The value-based pricing proposal gets subpar reviews
In June, the Centers for Medicare and Medicaid Services released a proposal that they said would help drug makers pen so-called value-based arrangements with insurers. The proposal, in essence, would relax certain Medicaid drug pricing rules that drug makers have complained kept them from signing those kind of agreements. It seemed like a big win for drug makers, but there’s one problem: No one seems to like the new proposal.
CMS has been flooded with negative comments since it was released. The biggest critics are Medicaid programs and Medicaid advocates; The National Association of Medicaid Directors said the proposal “would greatly favor manufacturers over states in terms of financial benefit, have significant impacts on the Medicaid pharmacy benefit, undermine best price protections that ensure the sustainability of Medicaid pharmacy budgets, and place substantial strain on state administrative resources.”
The Georgetown University Center for Children and Families also called the rule “seriously flawed.” In addition to raising a number of technical concerns, they’re also requesting HHS do a more thorough analysis of how the rule would impact Medicaid spending. And already, they’re hinting that HHS might have violated federal law by not doing that analysis.
Even PhRMA, the drug industry trade group, told CMS that a key component of the proposal, which would allow drug makers to set multiple “best prices,” was so vague that they couldn’t formulate meaningful comments.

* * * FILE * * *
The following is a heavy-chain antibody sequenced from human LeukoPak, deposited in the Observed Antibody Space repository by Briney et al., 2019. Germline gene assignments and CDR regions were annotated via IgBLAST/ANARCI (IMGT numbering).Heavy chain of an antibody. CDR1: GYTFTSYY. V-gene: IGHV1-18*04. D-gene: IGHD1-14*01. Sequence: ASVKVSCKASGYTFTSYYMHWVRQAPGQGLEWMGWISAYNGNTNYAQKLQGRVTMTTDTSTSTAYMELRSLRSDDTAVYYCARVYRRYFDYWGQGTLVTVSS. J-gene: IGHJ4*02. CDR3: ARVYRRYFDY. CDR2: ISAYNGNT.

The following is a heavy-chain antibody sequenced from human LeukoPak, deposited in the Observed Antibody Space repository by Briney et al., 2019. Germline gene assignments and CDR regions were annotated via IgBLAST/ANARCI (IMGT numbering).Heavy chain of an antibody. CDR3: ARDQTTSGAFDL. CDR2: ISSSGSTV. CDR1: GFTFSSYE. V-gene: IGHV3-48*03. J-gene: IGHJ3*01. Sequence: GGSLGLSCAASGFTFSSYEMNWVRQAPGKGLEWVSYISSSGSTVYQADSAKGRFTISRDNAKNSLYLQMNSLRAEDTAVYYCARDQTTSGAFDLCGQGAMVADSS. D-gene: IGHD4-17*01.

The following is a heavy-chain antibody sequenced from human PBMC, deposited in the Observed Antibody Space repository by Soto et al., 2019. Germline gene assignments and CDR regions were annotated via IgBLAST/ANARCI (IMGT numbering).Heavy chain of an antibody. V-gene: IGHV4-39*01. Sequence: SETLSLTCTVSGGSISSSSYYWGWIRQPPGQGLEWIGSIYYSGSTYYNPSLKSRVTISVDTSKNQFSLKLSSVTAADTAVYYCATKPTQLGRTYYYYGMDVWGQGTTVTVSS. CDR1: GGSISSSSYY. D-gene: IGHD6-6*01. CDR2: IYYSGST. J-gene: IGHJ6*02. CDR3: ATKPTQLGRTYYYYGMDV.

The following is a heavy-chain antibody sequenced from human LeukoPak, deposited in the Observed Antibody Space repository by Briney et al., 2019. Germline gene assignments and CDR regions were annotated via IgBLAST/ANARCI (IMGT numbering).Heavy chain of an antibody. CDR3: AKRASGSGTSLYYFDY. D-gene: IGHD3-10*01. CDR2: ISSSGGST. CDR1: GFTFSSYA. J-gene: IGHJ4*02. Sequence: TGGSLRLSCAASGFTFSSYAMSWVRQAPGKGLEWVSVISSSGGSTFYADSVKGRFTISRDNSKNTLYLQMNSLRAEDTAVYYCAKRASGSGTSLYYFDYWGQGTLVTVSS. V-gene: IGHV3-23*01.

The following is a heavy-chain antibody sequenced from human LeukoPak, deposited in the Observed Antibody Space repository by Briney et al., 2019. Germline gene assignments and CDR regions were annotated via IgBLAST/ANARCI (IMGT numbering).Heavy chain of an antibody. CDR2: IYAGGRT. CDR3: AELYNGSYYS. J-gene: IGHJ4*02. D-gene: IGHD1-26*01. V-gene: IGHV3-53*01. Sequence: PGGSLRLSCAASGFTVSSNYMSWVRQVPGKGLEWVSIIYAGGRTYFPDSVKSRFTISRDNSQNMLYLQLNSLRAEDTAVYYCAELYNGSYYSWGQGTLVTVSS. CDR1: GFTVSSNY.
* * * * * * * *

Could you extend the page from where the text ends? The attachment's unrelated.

“We ask CMS not to finalize the multiple best price proposal and instead to promulgate another proposed rule with additional information that fleshes out the multiple best price concept and enables stakeholders to develop meaningful comments on this approach,” PhRMA wrote.
The Council for Affordable Health Coverage, which includes drug makers, insurers, and middlemen, and which has been one of the biggest advocates for these types of agreements, likewise asked for more clarity from CMS. The group insisted, however, it was “supportive of CMS’ efforts.”
Patients are angry about the rule, too. That’s striking because patient groups have long advocated for so-called value-based contracts. But they say a provision tucked into the rule that would change how the federal government deals with so-called copay accumulators, insurance schemes where drug makers’ coupons don’t count toward the tally of how much patients pay out-of-pocket for their drugs, would dissuade drug makers from offering coupons for pricey drugs.
CMS received more than 30,000 comments on the docket, and while most aren’t publicly available, I’d bet my paycheck many are part of a letter-writing campaign. After all, even the most controversial drug pricing regulations, like Trump’s drug importation plan only received roughly 1,200 comments. Drug pricing rules only get tens of thousands of comments when you get angry patients involved.